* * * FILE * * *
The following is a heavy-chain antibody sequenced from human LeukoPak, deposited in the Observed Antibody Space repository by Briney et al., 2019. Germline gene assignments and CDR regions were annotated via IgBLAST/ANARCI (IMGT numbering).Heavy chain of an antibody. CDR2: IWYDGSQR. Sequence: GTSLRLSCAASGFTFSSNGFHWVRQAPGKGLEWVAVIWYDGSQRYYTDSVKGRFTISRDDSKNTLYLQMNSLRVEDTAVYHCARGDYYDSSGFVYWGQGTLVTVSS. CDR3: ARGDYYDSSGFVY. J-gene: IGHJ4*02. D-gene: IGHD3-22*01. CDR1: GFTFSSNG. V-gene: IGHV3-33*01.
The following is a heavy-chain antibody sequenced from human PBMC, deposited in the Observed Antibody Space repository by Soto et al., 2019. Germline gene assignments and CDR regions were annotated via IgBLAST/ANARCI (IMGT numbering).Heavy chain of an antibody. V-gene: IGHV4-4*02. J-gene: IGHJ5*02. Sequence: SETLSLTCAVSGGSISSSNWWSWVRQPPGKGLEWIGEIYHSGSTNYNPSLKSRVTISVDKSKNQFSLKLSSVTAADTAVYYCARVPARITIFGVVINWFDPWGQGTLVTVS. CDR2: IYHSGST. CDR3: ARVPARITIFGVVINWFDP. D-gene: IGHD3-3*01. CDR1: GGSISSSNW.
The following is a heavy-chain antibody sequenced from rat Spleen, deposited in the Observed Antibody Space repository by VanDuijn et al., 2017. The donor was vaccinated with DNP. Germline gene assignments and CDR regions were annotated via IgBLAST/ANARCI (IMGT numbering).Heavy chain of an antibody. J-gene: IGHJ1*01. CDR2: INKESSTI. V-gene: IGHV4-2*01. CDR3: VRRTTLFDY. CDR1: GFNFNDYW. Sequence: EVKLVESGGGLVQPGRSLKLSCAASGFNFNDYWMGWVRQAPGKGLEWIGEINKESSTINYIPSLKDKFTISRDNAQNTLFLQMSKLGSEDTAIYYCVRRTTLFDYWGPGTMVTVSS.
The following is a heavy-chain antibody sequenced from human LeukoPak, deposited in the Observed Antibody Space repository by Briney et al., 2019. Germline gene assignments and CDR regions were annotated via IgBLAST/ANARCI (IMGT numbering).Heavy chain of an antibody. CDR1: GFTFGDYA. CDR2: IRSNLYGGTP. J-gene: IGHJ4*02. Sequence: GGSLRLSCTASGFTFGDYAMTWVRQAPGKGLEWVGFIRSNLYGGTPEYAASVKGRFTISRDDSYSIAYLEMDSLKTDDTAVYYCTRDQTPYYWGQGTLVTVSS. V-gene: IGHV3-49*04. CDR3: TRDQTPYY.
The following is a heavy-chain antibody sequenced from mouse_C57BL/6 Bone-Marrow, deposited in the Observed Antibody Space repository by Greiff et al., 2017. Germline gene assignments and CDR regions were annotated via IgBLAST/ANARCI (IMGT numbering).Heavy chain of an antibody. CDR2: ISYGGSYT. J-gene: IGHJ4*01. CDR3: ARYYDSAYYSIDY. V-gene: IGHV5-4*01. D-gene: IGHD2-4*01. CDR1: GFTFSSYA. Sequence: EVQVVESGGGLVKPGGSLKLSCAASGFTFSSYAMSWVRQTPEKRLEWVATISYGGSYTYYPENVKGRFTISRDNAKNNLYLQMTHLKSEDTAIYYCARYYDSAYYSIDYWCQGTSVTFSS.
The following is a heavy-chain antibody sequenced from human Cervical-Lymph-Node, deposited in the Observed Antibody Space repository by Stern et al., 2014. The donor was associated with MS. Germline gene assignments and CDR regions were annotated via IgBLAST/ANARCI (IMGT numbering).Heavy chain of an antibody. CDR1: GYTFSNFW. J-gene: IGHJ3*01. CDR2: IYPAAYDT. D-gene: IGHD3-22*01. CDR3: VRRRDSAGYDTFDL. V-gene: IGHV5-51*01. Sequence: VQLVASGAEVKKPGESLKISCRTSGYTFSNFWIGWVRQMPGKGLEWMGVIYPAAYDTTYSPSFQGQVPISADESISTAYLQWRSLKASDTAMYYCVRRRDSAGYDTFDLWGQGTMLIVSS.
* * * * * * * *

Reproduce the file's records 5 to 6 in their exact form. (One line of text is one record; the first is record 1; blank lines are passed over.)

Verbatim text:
The following is a heavy-chain antibody sequenced from mouse_C57BL/6 Bone-Marrow, deposited in the Observed Antibody Space repository by Greiff et al., 2017. Germline gene assignments and CDR regions were annotated via IgBLAST/ANARCI (IMGT numbering).Heavy chain of an antibody. CDR2: ISYGGSYT. J-gene: IGHJ4*01. CDR3: ARYYDSAYYSIDY. V-gene: IGHV5-4*01. D-gene: IGHD2-4*01. CDR1: GFTFSSYA. Sequence: EVQVVESGGGLVKPGGSLKLSCAASGFTFSSYAMSWVRQTPEKRLEWVATISYGGSYTYYPENVKGRFTISRDNAKNNLYLQMTHLKSEDTAIYYCARYYDSAYYSIDYWCQGTSVTFSS.
The following is a heavy-chain antibody sequenced from human Cervical-Lymph-Node, deposited in the Observed Antibody Space repository by Stern et al., 2014. The donor was associated with MS. Germline gene assignments and CDR regions were annotated via IgBLAST/ANARCI (IMGT numbering).Heavy chain of an antibody. CDR1: GYTFSNFW. J-gene: IGHJ3*01. CDR2: IYPAAYDT. D-gene: IGHD3-22*01. CDR3: VRRRDSAGYDTFDL. V-gene: IGHV5-51*01. Sequence: VQLVASGAEVKKPGESLKISCRTSGYTFSNFWIGWVRQMPGKGLEWMGVIYPAAYDTTYSPSFQGQVPISADESISTAYLQWRSLKASDTAMYYCVRRRDSAGYDTFDLWGQGTMLIVSS.